Spanish govt denounces Pegasus used to spy on Pedro Sánchez and Margarita Robles
Government spokesperson claims it is an "external intervention" and has taken the case to court
MADRIDThe Spanish government has denounced that President Pedro Sánchez's and Defence Minister Margarita Robles's phones were hacked into last year using Israeli spyware Pegasus. Minister for the Presidency Félix Bolaños made the announcement at a press conference on Monday, where he explained that it is "an external and illicit intrusion"; that is to say, it has not been authorised by the courts. It took place in the months of May and June 2021, according to Bolaños, who added that all other cabinet members' phones are being checked to see whether the use of the Pegasus programme went beyond Sánchez and Robles.
Regarding the origin of the espionage, the government claims that it is not possible to know where it comes from, although they point out that it is "external". Spanish government sources add that "no Spanish public institution" is behind it. In addition, Bolaños has claimed that June 2021 is the last month in which they know the programme had been been used. "In Spain, either to prevent or to prosecute crimes, judicial authorisation can be requested and the judge can grant permission [to tap a telephone], but in this case [the authorisation] did not occur and that is why we consider the interventions to be illicit and external," Bolaños reiterated.
As a result of the Catalangate scandal, when it was discovered that around 60 pro-independence leaders were spied on using Pegasus, the CNI started investigations to see the extent of the programme's use of Pegasus in Spain. Alarm bells rang within the Spanish government when they were informed that during the inspection of Sánchez's and Robles's phones an infection by Pegasus was detected. This inspection of the phone lasts between 24 and 36 hours, executive sources explain, and during this time neither Sánchez nor Robles have been able to use their phones.
Specifically, 2.6 gigabytes and 130 megabytes of information were extracted from the Spanish Prime Minister's cell phone, while 9 megabytes were extracted from the Defence Minister's, according to executive sources. Once the executive was alerted, the State Attorney's Office filed a complaint.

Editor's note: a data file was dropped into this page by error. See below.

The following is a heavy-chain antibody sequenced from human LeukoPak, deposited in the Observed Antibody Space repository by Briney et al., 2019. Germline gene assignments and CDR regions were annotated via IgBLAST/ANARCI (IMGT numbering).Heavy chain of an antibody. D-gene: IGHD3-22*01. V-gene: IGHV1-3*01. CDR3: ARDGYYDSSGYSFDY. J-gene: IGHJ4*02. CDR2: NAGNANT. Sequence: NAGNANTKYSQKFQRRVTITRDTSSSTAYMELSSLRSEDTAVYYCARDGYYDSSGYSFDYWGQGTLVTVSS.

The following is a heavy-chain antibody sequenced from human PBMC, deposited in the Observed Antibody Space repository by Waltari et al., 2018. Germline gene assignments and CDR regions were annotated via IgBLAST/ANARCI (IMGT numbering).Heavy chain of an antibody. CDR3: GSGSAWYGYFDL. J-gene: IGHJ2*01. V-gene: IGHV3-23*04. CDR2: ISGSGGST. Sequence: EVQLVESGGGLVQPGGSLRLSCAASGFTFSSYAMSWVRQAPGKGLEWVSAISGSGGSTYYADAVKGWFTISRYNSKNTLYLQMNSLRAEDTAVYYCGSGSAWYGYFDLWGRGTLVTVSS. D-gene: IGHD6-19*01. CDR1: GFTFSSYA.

The question is, what went wrong? Spanish government sources explain that all ministers and presidents on the National Security Directorate (DSN) are given "a secure mobile" protected by a security system (encryption, firewalls or even intrusion detection). This system is managed by the National Cryptologic Centre (CCN), which is responsible for cybersecurity of Spanish government members' phones and, therefore, it is up to them to carry out routine checks to see their security status on their phone.
The Spanish government did not want to "speculate" on the motives behind the spying, said Bolaños. The announcement, however, comes after some rough weeks marked by the Catalangate scandal. The spying on some of the pro-independence leaders, as well as people around them, has opened a huge crisis within the Spanish government and also in its relation with one of its usual parliamentary supporters, ERC, which asked for the resignation of the Minister of Defence, Margarita Robles.
The CNI admitted that it had used the Israeli spyware only states can acquire and which goes by the name of Pegasus. As published in El País, Spanish intelligence services confirmed that they had used this programme on an individual basis and with court authorisation, but the CNI has not explained who was spied on nor when. Even so, the intelligence services, as well as the Minister of Defence herself, Margarita Robles, expressed distrust in Citizen Lab investigation that uncovered the alleged spying on at least 65 pro-independence leaders using Pegasus, arguing that Catalan researcher Elies Campo, linked to the pro-independence environment, was involved.